Republicans push for harsher sanctions against Russia

Sen. Bob Corker, R-Tenn., ranking member of the Senate Foreign Relations Committee, asks a question of Secretary of State John Kerry as he testifies before the Committee on Capitol Hill in Washington, DC, April 8, 2014.  SAUL LOEB/AFP/Getty Images

Nearly half of Senate Republicans are cosponsoring a bill they say would strengthen the U.S. response to Russia for with tougher sanctions against banks and energy companies, moves to strengthen NATO and direct military assistance for Ukraine.

The bill was introduced Wednesday by Sen. Bob Corker, R-Tenn., the top Republican on the Senate Foreign Relations Committee. Corker has been among a group of Republicans who have critiqued the administration's recent move to increase sanctions on people and businesses but stop short of targeting entire sectors of the Russian economy.

"Rather than react to events as they unfold, which has been the policy of this administration, we need to inflict more direct consequences on Russia prior to Vladimir Putin taking additional steps that will be very difficult to undo," Corker said. He told reporters that the legislation is not meant as a "messaging bill" to stake out a Republican position, but rather to push the administration to develop a more concrete strategy toward Europe, NATO, and non-NATO allies.

The Republican strategy represents a halfway measure between the current level of sanctions and an all-out boycott of five or six sectors of the Russian economy. The legislation would impose immediate sanctions on four Russian banks tied to the destabilization of Ukraine (Sberbank, VTB Bank, VEB Bank and Gazprombank) as well as the Gazprom, Novatek and Rosneft energy monopolies, and Rosoboronexport, the major Russian arms dealer.

Igor Sechin, the president and chairman of the management board for Rosneft, is among the individuals who was targeted by the most recent administration sanctions order, although the company was not.

Only in the event of a Russian military incursion onto or additional annexation of Ukrainian territory would the bill order a more severe round of sanctions which would include including cutting off all senior Russian officials and their companies, as well as any Russian entities owned by the Russian government or sanctioned individuals in the arms, defense, energy, financial services, metals, or mining sectors, and cutting off Russian banks from the U.S. banking system.

The bill would also seek to strengthen NATO by increasing both U.S. and NATO support for the Polish, Estonian, Lithuanian and Latvian armed forces, and requiring the president to speed up implementation of a missile defense system in Europe. Additionally, the legislation authorizes $100 million in direct military assistance to Ukraine, including anti-tank and anti-aircraft weapons and small arms, a move that one of the bill's cosponsors, Sen. John McCain, R-Ariz., has argued would boost morale among Ukrainian troops. It provides authority for the U.S. to export natural gas to all World Trade Organization members, encourages U.S. investment in eastern European energy products, and limits Russian access to advanced U.S. oil and gas technologies, which all serve as an attempt to reduce the influence Russia has over Eastern Europe as the major, and often sole, supplier of energy resources.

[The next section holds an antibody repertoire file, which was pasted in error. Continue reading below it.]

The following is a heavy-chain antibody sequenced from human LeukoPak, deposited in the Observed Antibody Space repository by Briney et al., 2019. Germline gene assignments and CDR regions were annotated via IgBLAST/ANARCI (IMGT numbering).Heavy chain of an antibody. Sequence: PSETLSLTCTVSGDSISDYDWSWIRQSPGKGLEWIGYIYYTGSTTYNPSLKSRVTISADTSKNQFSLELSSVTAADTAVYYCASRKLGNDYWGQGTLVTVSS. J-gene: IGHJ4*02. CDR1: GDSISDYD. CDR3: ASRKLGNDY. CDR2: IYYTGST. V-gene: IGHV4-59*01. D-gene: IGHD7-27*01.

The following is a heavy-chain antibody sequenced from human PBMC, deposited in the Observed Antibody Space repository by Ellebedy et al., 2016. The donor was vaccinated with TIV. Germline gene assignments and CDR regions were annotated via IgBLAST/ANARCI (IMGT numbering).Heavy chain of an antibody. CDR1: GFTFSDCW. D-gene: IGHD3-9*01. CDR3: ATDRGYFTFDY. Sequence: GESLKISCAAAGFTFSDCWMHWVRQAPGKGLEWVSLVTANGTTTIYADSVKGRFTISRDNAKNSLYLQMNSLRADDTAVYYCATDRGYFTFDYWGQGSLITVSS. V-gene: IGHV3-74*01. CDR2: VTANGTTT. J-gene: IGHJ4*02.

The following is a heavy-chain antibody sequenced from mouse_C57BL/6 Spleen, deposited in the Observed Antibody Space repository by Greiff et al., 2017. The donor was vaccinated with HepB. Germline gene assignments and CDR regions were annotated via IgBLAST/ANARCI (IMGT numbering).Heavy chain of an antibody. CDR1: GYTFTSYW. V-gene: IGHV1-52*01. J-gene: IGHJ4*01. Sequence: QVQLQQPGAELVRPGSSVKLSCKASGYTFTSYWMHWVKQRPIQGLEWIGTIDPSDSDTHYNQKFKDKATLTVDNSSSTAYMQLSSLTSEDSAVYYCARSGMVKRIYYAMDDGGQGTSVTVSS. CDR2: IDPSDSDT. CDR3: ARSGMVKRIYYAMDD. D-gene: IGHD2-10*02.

"We've just been deeply disappointed in the rather tepid, ineffective response of the administration response to the Russian aggression," said Senate Minority Leader Mitch McConnell, R-Ky.,

The president has pushed back against critics who argue he should take a more aggressive tack in the Ukraine crisis, in particular arguing that providing weapons to the Ukrainians won't make a difference in the crisis.

The Republicans' bill would have to pass the Democrat-controlled Senate, the House, and get a signature from the president before becoming law. But there could be some common ground between Republicans and the White House on strengthening NATO, an alliance that received praise from both Secretary of State John Kerry and Vice President Joe Biden at the Atlantic Council this week.

"NATO and the transatlantic relationship have never been more relevant than they are today," Biden said. He rejected the argument that an expansion of the treaty organization might have prompted moves by Russian President Vladimir Putin to destabilize neighboring Ukraine, which is one of the few countries on Russia's borders that is not a member.

"The current crisis...has nothing to do with the enlargement of NATO. It was born in the Kremlin. It was born in Putin's mind. It has nothing to do with the fact that we expanded NATO," Biden said.

  • Rebecca Kaplan

    Rebecca Kaplan is a political reporter for CBSNews.com.

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